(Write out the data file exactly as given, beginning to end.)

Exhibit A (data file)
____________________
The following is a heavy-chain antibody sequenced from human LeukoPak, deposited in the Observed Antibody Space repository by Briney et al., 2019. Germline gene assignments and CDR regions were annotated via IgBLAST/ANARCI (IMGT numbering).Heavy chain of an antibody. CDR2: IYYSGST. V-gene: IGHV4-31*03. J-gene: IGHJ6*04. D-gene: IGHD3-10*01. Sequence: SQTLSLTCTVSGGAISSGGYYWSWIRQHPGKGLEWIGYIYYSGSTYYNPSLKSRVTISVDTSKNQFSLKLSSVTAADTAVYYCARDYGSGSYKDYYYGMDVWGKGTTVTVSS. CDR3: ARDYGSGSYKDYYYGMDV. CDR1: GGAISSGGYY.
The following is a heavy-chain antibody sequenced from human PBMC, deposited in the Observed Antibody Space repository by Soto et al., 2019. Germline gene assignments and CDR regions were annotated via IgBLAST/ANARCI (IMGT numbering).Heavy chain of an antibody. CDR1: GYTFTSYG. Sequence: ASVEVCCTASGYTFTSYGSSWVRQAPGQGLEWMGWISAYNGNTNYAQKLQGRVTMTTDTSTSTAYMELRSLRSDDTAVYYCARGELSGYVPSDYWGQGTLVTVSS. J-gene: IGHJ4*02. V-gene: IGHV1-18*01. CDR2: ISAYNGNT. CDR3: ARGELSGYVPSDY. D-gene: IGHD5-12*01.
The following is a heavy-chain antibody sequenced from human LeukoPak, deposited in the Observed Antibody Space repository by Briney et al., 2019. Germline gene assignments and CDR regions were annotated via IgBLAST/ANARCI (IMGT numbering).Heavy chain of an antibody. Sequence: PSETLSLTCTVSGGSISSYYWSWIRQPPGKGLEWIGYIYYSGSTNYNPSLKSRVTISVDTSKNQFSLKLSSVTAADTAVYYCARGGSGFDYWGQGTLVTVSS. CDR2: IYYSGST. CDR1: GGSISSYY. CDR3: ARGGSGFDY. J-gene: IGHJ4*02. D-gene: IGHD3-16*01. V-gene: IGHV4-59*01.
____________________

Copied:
The following is a heavy-chain antibody sequenced from human LeukoPak, deposited in the Observed Antibody Space repository by Briney et al., 2019. Germline gene assignments and CDR regions were annotated via IgBLAST/ANARCI (IMGT numbering).Heavy chain of an antibody. CDR2: IYYSGST. V-gene: IGHV4-31*03. J-gene: IGHJ6*04. D-gene: IGHD3-10*01. Sequence: SQTLSLTCTVSGGAISSGGYYWSWIRQHPGKGLEWIGYIYYSGSTYYNPSLKSRVTISVDTSKNQFSLKLSSVTAADTAVYYCARDYGSGSYKDYYYGMDVWGKGTTVTVSS. CDR3: ARDYGSGSYKDYYYGMDV. CDR1: GGAISSGGYY.
The following is a heavy-chain antibody sequenced from human PBMC, deposited in the Observed Antibody Space repository by Soto et al., 2019. Germline gene assignments and CDR regions were annotated via IgBLAST/ANARCI (IMGT numbering).Heavy chain of an antibody. CDR1: GYTFTSYG. Sequence: ASVEVCCTASGYTFTSYGSSWVRQAPGQGLEWMGWISAYNGNTNYAQKLQGRVTMTTDTSTSTAYMELRSLRSDDTAVYYCARGELSGYVPSDYWGQGTLVTVSS. J-gene: IGHJ4*02. V-gene: IGHV1-18*01. CDR2: ISAYNGNT. CDR3: ARGELSGYVPSDY. D-gene: IGHD5-12*01.
The following is a heavy-chain antibody sequenced from human LeukoPak, deposited in the Observed Antibody Space repository by Briney et al., 2019. Germline gene assignments and CDR regions were annotated via IgBLAST/ANARCI (IMGT numbering).Heavy chain of an antibody. Sequence: PSETLSLTCTVSGGSISSYYWSWIRQPPGKGLEWIGYIYYSGSTNYNPSLKSRVTISVDTSKNQFSLKLSSVTAADTAVYYCARGGSGFDYWGQGTLVTVSS. CDR2: IYYSGST. CDR1: GGSISSYY. CDR3: ARGGSGFDY. J-gene: IGHJ4*02. D-gene: IGHD3-16*01. V-gene: IGHV4-59*01.